Smith Announces $450K in Nat. Science Foundation Grants for Two Monmouth Co. Small BusinessesEach awarded $225K for feasibility work using avatars in education, training
Congressman Chris Smith (NJ-04) announced today that the National Science Foundation (NSF) recently announced two $225,000 awards to small businesses in his district, which promise to help improve the way American students learn.
Small Factory Innovations in Fair Haven and Mgenuity in Lincroft were awarded NSF Small Business Innovation Research (SBIR) Phase 1 grants.
“The SBIR program aims to help turn scientific discoveries into benefits for society and the economy by kick-starting private sector companies and their technological innovations,” said Smith, a staunch supporter of the SBIR grant. “The SBIR program helps create incentive and opportunity for startups and small businesses pursuing scientific research and development.” Funded through the Consolidated Appropriations Act of 2016 (Public Law 114-113), SBIR is authorized by the SBIR/STTR Reauthorization Act of 2011 (Public Law 112-81). Smith supported both laws. He praised both companies for their hard work and entrepreneurial initiative.
“Mgenuity certainly aspires for the aims of the SBIR program, and its prospects to foster a new approach to educating students in the math and sciences is bold and ambitious,“ Smith said. “Mgenuity’s lofty goals seem nothing less than to transform the scientific learning experience for students into an unforgettable experience using dazzling holographic imagery to bring about both greater interest and understanding in the sciences in America’s schools.”
“Small Factory Innovations is a very worthwhile project to advance social skills training software that can be of help to children and adults with autism by using browsers and virtual reality,” said Smith, founder and co-chairman of the House autism caucus. “I have worked with the autism community for many years, and have high hopes it will yield benefits for children and adults with autism, and their families.”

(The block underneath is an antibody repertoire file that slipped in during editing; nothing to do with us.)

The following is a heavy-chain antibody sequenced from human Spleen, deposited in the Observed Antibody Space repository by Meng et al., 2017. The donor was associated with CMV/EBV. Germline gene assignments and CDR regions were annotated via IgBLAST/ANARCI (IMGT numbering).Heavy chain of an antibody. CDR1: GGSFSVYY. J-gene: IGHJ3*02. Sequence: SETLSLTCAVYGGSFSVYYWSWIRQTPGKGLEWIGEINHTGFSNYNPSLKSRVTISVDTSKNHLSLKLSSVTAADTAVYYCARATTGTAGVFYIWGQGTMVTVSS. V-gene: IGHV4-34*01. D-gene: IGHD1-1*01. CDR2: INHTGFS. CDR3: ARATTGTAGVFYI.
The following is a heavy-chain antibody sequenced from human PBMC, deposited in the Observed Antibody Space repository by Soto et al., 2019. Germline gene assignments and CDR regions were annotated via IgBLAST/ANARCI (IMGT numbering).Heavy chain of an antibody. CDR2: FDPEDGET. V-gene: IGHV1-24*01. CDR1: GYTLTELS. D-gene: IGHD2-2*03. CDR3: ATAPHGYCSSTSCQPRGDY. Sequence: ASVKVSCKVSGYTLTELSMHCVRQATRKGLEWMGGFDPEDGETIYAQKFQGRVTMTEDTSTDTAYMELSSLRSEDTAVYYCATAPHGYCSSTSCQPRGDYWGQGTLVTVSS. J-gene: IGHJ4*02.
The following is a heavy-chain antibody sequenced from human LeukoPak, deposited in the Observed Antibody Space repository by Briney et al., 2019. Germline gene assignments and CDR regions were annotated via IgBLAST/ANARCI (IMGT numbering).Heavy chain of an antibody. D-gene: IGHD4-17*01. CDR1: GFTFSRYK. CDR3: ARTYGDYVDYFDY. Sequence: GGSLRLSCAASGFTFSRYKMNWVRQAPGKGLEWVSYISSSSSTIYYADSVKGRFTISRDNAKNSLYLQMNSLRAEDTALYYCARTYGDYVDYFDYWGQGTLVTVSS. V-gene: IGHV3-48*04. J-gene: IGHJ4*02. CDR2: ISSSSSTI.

THE GRANT FOR SMALL FACTORY INNOVATIONS was awarded to develop groundbreaking computer software to improve educational techniques for students with autism and other special needs students across the county.
The project will explore integrating virtual reality into social skills training. The resulting software is expected to be commercially marketable, and sufficiently flexible for use in speech therapy, bullying awareness, foreign languages, life-skills training, job training and socially-conscious role playing. It aims to combine proven social skills training techniques and curriculum with animation and game-based learning. Software is currently limited to personal computer (PC) and has been tested with successful results. The project now seeks to develop a browser-based version in an effort to become device agnostic and more available.